The Court observes from the applicants' submissions that they have no objection as such to the United Kingdom transmitting information to Belgian authorities or to the UN Sanctions Committee about purported breaches of UN sanctions. The essence of their complaint is that Mr Peter Hain announced incorrect facts about their involvement in such breaches in a forum attracting considerable publicity harmful to their business and reputation and where he enjoyed immunity against suit. Article 6 § 2, in its relevant aspect, is aimed at preventing the undermining of a fair criminal trial by prejudicial statements made in close connection with those proceedings. Where no such proceedings are, or have been in existence, statements attributing criminal or other reprehensible conduct are relevant rather to considerations of protection against defamation and adequate access to court to determine civil rights and raising potential issues under Articles 8 and 6 of the Convention.
The Court concludes therefore that Article 6 § 2 of the Convention was not applicable. This part of the application is therefore incompatible ratione materiae with the provisions of the Convention, within the meaning of Article 35 § 3, and therefore inadmissible in application of Article 35 § 4.
2. The applicants complained under Article 6 § 1 of the Convention that they had been unable to bring proceedings for defamation against Mr Peter Hain. Article 6 § 1 provides as relevant:
“In the determination of his civil rights and obligations ..., everyone is entitled to a fair ... hearing ... by [a] ... tribunal...”
(a) The parties' submissions
The Government accepted that Article 6 § 1 was applicable to the applicants' complaints that they were unable to take proceedings against the minister for defamation. However, the rule of absolute privilege fully satisfied the tests for determining compatibility with Article 6 § 1 as it pursued very important aims, including the protection of free speech in Parliament, in a manner proportionate to the constitutional significance of the public interests at stake. As found by the Court in A. v. the United Kingdom (cited above), the creation of exceptions to the rule would seriously undermine the legitimate aims that the privilege exists to protect.
The applicants submitted that the restriction on access to court was disproportionate and impaired the essence of the right. It could not be said, as in A. v. the United Kingdom, that any alternative means of redress was available. As they were not British citizens, there was no possibility of their constituency MP or likelihood of any other MP taking up their complaint in Parliament internally. While deliberately misleading statements could be punished as contempt, this would require the applicants in effect to prove their innocence, which would defeat the purpose of the Convention. Also Article 6 § 1 was breached by the way in which Mr Peter Hain set himself up to act as a effective criminal tribunal, judging and punishing them, contrary to the principle of separation of powers.
(b) The Court's assessment
The present case raises similar, though not identical, complaints and issues under Article 6 § 1 as A. v. United Kingdom. The Court adopts its reasoning in that case that, as the central issues of legitimate aim and proportionality which arise under the applicants' procedural complaint under Article 6 § 1 of the Convention are the same as those arising in relation to the applicants' substantive complaint going to the right to respect for private life under Article 8, it may proceed on the basis that Article 6 § 1 is applicable to the facts of this case.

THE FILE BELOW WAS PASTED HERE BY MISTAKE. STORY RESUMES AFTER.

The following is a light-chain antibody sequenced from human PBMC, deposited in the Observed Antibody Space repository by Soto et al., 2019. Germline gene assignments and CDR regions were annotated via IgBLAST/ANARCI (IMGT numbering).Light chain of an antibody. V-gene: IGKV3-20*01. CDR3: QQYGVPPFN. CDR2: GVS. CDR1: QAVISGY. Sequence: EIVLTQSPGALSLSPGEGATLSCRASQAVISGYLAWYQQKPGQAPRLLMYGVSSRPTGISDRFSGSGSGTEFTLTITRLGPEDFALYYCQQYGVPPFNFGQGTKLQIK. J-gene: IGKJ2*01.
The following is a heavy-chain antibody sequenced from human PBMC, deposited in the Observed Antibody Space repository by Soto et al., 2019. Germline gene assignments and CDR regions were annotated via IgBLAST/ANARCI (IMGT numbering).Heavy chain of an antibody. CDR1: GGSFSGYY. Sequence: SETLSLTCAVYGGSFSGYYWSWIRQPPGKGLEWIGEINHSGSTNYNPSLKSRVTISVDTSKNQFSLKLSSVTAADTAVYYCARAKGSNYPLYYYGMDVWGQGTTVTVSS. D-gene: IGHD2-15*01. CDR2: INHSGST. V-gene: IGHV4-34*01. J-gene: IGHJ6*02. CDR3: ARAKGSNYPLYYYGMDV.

As regards compliance with the requirements of Article 6 § 1, in particular whether the applicants have been denied access to court by the operation of Parliamentary immunity, the Court recalls that right of access to court is not absolute, but may be subject to limitations. These are permitted by implication since the right of access by its very nature calls for regulation by the State. In this respect, the Contracting States enjoy a certain margin of appreciation, although the final decision as to the observance of the Convention's requirements rests with the Court. It must be satisfied that the limitations applied do not restrict or reduce the access left to the individual in such a way or to such an extent that the very essence of the right is impaired. Furthermore, a limitation will not be compatible with Article 6 § 1 if it does not pursue a legitimate aim and if there is no reasonable relationship of proportionality between the means employed and the aim sought to be achieved (see, among other cases, Waite and Kennedy v. Germany [GC], no. 26083/94, § 59, ECHR 1999-I).
In A. v. the United Kingdom, the Court was satisfied that the immunity given to statements made by members of Parliament within the House of Commons pursued the legitimate aims of protecting free speech in Parliament and maintaining the separation of powers between the legislature and the judiciary.
As regards the proportionality of the immunity enjoyed by the MP, the Court found that, notwithstanding the absolute nature of the immunity, it was compatible with the Convention. It had regard to the special importance of safeguarding the freedom of expression of the elected representatives of the people, stating that in a democracy, Parliament or such comparable bodies are the essential fora for political debate and that very weighty reasons must be advanced to justify interfering with the freedom of expression exercised therein (see, for example, Jerusalem v. Austria, no. 26958/95, §§ 36 and 40, ECHR 2001-II). It also noted that most, if not all, Contracting States to the Convention had in place some form of immunity for members of their national legislatures and the existence of measures granting privileges and immunities to, inter alios, Representatives to the Parliamentary Assembly of the Council of Europe and Members of the European Parliament. It concluded that a rule of parliamentary immunity, which was consistent with and reflects generally recognised rules within signatory States, the Council of Europe and the European Union, could not in principle be regarded as imposing a disproportionate restriction on the right of access to court as embodied in Article 6 § 1 (see, mutatis mutandis, Al-Adsani v. the United Kingdom [GC], no. 35763/97, ECHR 2001-XI, § 56). Just as the right of access to court was an inherent part of the fair trial guarantee in that Article, so some restrictions on access must likewise be regarded as inherent, an example being those limitations generally accepted by signatory States as part of the doctrine of parliamentary immunity (ibid).